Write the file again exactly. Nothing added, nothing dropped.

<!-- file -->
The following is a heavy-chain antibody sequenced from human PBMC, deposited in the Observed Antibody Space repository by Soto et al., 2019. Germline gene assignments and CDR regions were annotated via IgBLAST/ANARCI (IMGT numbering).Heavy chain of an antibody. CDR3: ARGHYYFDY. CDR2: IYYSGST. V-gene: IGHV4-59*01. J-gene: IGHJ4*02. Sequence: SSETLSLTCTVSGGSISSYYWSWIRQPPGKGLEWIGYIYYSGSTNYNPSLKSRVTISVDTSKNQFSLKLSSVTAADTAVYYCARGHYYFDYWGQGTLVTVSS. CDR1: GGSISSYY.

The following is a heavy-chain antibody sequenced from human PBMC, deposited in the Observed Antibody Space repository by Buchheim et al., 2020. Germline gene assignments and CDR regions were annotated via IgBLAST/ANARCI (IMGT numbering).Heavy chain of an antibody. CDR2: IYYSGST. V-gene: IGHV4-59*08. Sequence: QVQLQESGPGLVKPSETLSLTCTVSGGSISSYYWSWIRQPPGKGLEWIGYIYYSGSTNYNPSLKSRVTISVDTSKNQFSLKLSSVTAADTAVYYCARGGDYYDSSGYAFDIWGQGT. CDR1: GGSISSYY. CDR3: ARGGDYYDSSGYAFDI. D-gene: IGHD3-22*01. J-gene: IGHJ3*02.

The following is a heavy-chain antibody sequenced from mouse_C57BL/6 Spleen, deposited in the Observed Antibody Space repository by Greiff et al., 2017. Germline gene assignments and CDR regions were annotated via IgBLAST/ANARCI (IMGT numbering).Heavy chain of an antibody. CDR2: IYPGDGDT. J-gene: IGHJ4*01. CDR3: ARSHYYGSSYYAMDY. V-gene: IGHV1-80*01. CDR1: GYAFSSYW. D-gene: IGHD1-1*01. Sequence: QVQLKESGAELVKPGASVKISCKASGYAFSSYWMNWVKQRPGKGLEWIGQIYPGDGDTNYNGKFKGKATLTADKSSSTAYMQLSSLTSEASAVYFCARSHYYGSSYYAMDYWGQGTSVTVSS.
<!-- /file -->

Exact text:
The following is a heavy-chain antibody sequenced from human PBMC, deposited in the Observed Antibody Space repository by Soto et al., 2019. Germline gene assignments and CDR regions were annotated via IgBLAST/ANARCI (IMGT numbering).Heavy chain of an antibody. CDR3: ARGHYYFDY. CDR2: IYYSGST. V-gene: IGHV4-59*01. J-gene: IGHJ4*02. Sequence: SSETLSLTCTVSGGSISSYYWSWIRQPPGKGLEWIGYIYYSGSTNYNPSLKSRVTISVDTSKNQFSLKLSSVTAADTAVYYCARGHYYFDYWGQGTLVTVSS. CDR1: GGSISSYY.

The following is a heavy-chain antibody sequenced from human PBMC, deposited in the Observed Antibody Space repository by Buchheim et al., 2020. Germline gene assignments and CDR regions were annotated via IgBLAST/ANARCI (IMGT numbering).Heavy chain of an antibody. CDR2: IYYSGST. V-gene: IGHV4-59*08. Sequence: QVQLQESGPGLVKPSETLSLTCTVSGGSISSYYWSWIRQPPGKGLEWIGYIYYSGSTNYNPSLKSRVTISVDTSKNQFSLKLSSVTAADTAVYYCARGGDYYDSSGYAFDIWGQGT. CDR1: GGSISSYY. CDR3: ARGGDYYDSSGYAFDI. D-gene: IGHD3-22*01. J-gene: IGHJ3*02.

The following is a heavy-chain antibody sequenced from mouse_C57BL/6 Spleen, deposited in the Observed Antibody Space repository by Greiff et al., 2017. Germline gene assignments and CDR regions were annotated via IgBLAST/ANARCI (IMGT numbering).Heavy chain of an antibody. CDR2: IYPGDGDT. J-gene: IGHJ4*01. CDR3: ARSHYYGSSYYAMDY. V-gene: IGHV1-80*01. CDR1: GYAFSSYW. D-gene: IGHD1-1*01. Sequence: QVQLKESGAELVKPGASVKISCKASGYAFSSYWMNWVKQRPGKGLEWIGQIYPGDGDTNYNGKFKGKATLTADKSSSTAYMQLSSLTSEASAVYFCARSHYYGSSYYAMDYWGQGTSVTVSS.